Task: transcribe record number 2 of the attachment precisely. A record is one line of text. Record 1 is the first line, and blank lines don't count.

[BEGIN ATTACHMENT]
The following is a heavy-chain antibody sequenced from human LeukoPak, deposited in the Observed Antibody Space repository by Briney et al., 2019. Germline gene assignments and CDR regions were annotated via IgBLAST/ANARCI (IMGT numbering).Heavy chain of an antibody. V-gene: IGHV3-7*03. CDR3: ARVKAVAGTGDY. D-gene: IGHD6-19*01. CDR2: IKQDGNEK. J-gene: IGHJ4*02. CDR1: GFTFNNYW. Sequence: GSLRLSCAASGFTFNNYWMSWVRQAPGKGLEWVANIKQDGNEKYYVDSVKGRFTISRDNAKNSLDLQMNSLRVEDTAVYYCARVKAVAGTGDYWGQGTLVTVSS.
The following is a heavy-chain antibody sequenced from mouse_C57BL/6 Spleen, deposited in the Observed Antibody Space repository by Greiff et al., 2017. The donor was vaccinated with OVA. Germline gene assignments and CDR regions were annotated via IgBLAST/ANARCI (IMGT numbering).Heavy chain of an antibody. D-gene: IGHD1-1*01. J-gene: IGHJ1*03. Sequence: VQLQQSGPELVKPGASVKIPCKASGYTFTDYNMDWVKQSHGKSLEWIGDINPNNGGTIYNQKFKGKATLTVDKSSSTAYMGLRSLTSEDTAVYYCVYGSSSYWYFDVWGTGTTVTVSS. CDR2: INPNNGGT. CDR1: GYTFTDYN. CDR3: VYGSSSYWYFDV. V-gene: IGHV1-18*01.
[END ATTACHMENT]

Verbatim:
The following is a heavy-chain antibody sequenced from mouse_C57BL/6 Spleen, deposited in the Observed Antibody Space repository by Greiff et al., 2017. The donor was vaccinated with OVA. Germline gene assignments and CDR regions were annotated via IgBLAST/ANARCI (IMGT numbering).Heavy chain of an antibody. D-gene: IGHD1-1*01. J-gene: IGHJ1*03. Sequence: VQLQQSGPELVKPGASVKIPCKASGYTFTDYNMDWVKQSHGKSLEWIGDINPNNGGTIYNQKFKGKATLTVDKSSSTAYMGLRSLTSEDTAVYYCVYGSSSYWYFDVWGTGTTVTVSS. CDR2: INPNNGGT. CDR1: GYTFTDYN. CDR3: VYGSSSYWYFDV. V-gene: IGHV1-18*01.